I am beginning to wonder if the New York Times editorial board (the folks who write editorials, select freelance Op-Ed pieces and who maintain The Opinionator blog) hate vegans.
Last year, the Times published an anti-vegan screed by Nina Planck in which she shrilly likens feeding children a vegan diet to child abuse in response to the widely publicized conviction of two supposedly vegan parents in Atlanta of murder, involuntary manslaughter and child cruelty for starving their baby to death.
Then, on Monday, in The Opinionator, they posted about a case in Scotland where a 12 year old girl who has been on a “strict meat and dairy free diet” for her entire life has developed a severe case of rickets. Officials in the UK are calling for charges to be brought against the parents because they believe that the parents’ choice of a vegan diet for their child is the ultimate cause of the degenerative bone disease.
Now, while it is possible that the cause of the severe case of rickets, which has resulted in her developing extreme curvature of the spine (she is described as having the spine of an 80 year old woman) and several bone fractures, is caused only by her parent’s choice of diet for her, it is not likely.
Rickets is generally caused by a vitamin D deficiency. The results of rickets are bone weakness as vitamin D is necessary for the human body to absorb calcium, which as we know, is the main building block that leads to strong bones and teeth. Rickets used to be very, very common in the western world, and entire families of children could be seen with the twisted spines, short stature, bowed legs and deformed pelvises which are characteristic of this serious disorder. Malnutrition was certainly a factor in these widespread cases of rickets, but the greatest causal factor of rickets tended to be lack of exposure to sunlight. This is one of the reasons why cases in rickets rose precipitously after the Industrial Revolution, when previously rural populations moved into urban environments and instead of working in the fields in the sunlight, they worked in dark factories for long hours, bereft of sunlight.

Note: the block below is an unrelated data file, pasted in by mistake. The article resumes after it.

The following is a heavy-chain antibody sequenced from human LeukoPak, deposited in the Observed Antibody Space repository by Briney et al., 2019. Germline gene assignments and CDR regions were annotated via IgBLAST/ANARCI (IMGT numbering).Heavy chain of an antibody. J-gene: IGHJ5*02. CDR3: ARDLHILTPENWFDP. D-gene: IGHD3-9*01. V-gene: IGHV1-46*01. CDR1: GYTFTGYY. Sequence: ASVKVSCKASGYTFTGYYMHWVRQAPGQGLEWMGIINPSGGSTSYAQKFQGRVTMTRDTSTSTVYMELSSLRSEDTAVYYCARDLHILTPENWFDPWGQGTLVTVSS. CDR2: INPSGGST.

When it was discovered later that rickets was caused by lack of vitamin D in the form of sunlight, liver, or oily fish, enterprising health officials began calling for the addition of vitamin D to all cow milk sold in both the UK and the US. Since most children at that time drank large amounts of cow milk, it was considered to be an excellent preventative measure to enrich it. And, not surprisingly, after vitamin D because ubiquitous in milk, the incidence of rickets decreased to the point that it is now a very rare disorder in the developed nations of the west.
So, with this background information in mind, let us examine this current case of the twelve year old Scottish girl. Is it true that her parents’ insistence upon her eating a vegan diet the sole cause of her disease?
Now, depending on where in Scotland the girl lives, it is quite possible that she hasn’t had enough exposure to sunlight–the highlands, especially, tend to be fairly dark and drear in the weather department.
If that is the case, then it isn’t just the diet which is the cause of her rickets.
Now, it could be said that whether the rickets came about because of lack of sunlight or diet, it doesn’t matter. Rickets is not a sudden-onset sort of disorder–it happens over a span of time and to get to the point where the spine is curved dramatically and small fractures have occurred in the girl’s bones would take years. If this is a case of the parents “not noticing” the girl’s deformity or refusing to take her to doctors who would certainly notice and attempt to divine the cause of her disorder, then what we have here is not a case of a vegan diet being to blame, but neglectful parenting is to blame.
Parents who do not notice the gradual abnormal curvature of a child’s spine, or who ignore her pain (rickets is not asymptomatic–the bones hurt and are painful to the touch–and the fractures that occur often with the disease are also painful), or who do not take the child to a competent physician for regular checkups are neglectful and ignorant at best, uncaring and abusive at worst. What they feed their child or not feed her is beside the point once they reach this level of carelessness or neglect.
So, let me reiterate once again that just because some vegan parents are ignorant, lazy, misinformed, careless, neglectful or abusive, that does not mean that all vegan parents are like them!
Just as not every omnivorous parent feeds their children diets of junk food which result in childhood obesity and type II diabetes, not every vegan is causing malnourishing their children.
So, please, let us not be like some of the commentors on the NY Times blog or the Times of London website and instantly decry every vegan parent in the world because of this sad case, and recognize that human ignorance and carelessness comes in all shapes, sizes and philosophies.
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